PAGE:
June 10, 2021
UK organisations risk losing talent if lacking in empathetic leadership
New research commissioned by Workplace from Facebook claims there is a growing demand from UK employees for more empathetic leaders since the pandemic.
The study provides a stark warning to organisations who fail to meet these demands, with more than half (58 percent) of employees saying they would consider leaving their job if company leaders didn’t show empathy to staff needs and more than one in four (27 percent) already having considered handing in their notice for this reason.
With 69 percent of workers believing that company leadership style is important to their personal wellbeing and happiness at work, the study highlights how expectations of UK bosses are changing – and the risks for companies who don’t move with the times.
Employee expectations of leaders
The research, which examines the views of over 1,330 UK employees, claims that a third (35 percent) of workers agree that bravado and tough leadership were more important pre-pandemic.
Meanwhile, 65 percent say that working for an organisation with an empathetic and authentic leadership team is more important now. When asked which characteristics most represented empathetic leadership, approachability topped the list (55 percent), followed by being a good communicator (47 percent) and a good listener (44 percent).
As UK offices reopen and companies look to maintain culture across hybrid working environments, it’s clear that empathy will be a leadership skill required for the long-term. In fact, the majority (77 percent) of workers say that empathetic and authentic leadership is now the foundation of good company culture. And almost four in ten (39 percent) want their leaders to explore more personal means of communication, such as video.
Leadership during the pandemic
Despite this, many UK employees feel they were let down by bosses during the pandemic. Almost a third (32 percent) said communications from their leadership team during this difficult period felt cold and impersonal and 31 percent felt leadership showed a lack of empathy for people’s personal lives.
“At the end of the day, you can’t show empathy over email.”
For those working on the frontline things were even harder, with workers less likely to have support put in place for their mental wellbeing (55 percent vs. 62 percent of office workers). Frontline workers were also less likely to say their leadership’s response to the pandemic had been calm and reassuring versus their office counterparts (59 percent vs. 68 percent).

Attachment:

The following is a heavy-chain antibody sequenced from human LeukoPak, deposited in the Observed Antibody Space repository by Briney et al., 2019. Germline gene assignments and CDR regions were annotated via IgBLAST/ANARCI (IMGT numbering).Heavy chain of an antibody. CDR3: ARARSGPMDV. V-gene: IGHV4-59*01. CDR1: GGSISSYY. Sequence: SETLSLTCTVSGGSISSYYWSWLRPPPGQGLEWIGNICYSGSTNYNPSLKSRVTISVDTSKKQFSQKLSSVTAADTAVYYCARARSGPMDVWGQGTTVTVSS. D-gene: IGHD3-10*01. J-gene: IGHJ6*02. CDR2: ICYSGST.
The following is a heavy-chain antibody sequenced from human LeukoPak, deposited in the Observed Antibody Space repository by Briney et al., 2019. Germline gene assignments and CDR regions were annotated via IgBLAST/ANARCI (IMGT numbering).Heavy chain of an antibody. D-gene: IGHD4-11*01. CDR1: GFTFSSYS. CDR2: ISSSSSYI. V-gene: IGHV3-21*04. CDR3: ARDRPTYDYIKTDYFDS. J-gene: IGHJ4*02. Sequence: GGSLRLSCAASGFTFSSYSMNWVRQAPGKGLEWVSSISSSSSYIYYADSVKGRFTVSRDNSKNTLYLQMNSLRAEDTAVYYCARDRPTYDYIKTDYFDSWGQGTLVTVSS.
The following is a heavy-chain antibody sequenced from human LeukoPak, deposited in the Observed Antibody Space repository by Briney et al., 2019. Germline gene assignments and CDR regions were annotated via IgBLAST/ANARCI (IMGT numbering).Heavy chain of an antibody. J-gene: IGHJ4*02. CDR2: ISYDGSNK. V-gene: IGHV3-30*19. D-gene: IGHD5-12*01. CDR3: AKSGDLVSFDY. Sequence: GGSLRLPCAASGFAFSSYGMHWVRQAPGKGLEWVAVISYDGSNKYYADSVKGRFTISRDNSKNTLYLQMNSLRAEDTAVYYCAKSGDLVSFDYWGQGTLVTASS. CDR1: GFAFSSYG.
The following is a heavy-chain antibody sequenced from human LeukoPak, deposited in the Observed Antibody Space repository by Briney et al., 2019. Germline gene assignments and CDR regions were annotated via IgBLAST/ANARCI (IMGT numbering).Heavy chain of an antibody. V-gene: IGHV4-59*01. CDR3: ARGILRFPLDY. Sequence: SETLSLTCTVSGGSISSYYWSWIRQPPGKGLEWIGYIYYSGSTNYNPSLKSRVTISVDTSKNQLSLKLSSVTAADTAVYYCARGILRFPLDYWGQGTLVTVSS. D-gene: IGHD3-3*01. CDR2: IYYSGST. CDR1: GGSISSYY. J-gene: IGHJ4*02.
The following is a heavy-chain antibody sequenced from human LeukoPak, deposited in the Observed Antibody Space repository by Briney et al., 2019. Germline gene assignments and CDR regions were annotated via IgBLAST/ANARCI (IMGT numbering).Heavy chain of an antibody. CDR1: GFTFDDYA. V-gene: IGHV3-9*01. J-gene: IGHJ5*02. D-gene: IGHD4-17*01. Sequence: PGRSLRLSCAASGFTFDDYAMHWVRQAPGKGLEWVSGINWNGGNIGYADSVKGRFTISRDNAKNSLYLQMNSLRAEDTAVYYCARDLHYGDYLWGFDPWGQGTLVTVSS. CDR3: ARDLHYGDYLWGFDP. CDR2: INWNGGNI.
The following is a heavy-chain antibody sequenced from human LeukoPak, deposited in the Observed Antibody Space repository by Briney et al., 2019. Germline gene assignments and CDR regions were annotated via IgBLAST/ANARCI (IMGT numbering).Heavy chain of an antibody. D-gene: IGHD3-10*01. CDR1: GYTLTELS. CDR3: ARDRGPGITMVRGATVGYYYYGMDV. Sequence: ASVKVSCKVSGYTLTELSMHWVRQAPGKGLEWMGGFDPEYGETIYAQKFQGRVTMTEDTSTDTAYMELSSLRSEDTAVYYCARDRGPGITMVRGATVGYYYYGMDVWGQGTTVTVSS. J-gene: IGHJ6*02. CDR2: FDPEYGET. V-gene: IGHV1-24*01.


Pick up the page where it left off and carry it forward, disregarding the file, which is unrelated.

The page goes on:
Nevertheless, pandemic pressures have pushed some UK leaders in the right direction, with over half (51 percent) of workers perceiving that their leadership teams are now prioritising people and their wellbeing over productivity. However, it’s vital that company leadership don’t leave the frontline behind.
Shai Weiss, CEO, Virgin Atlantic said: “Leading with purpose and empathy has never been more important, both during the pandemic and now as we emerge from this crisis. As leaders, we must be open to thinking differently and listening to views which challenge the status quo.”
Mental health and leadership
This shift can also be seen in leaders’ approach to mental health, with UK bosses embracing transparency here. In fact, 46 percent of employees said that their organisation’s leadership team were open about their own mental health challenges during the pandemic. But it’s clear employees want more, only 9 percent think their leadership teams shouldn’t be open about their own mental health struggles.
Employees are also demanding similar transparency on societal issues: with a further 62 percent stating they want to work for a company whose leadership shares views on topics like climate, diversity and inclusion.
Nazir Ul-Ghani, Head of EMEA, Workplace from Facebook said: “Our research clearly shows that employees want to work for leaders that prioritise empathy and transparency – and they’re willing to vote with their feet. At the end of the day, you can’t show empathy over email. So to deliver for their employees and win talent for the long-term, companies need to think seriously about how they can better connect company leadership with employees in a way that encourages authentic, two-way dialogue, especially in hybrid and distributed work environments.”
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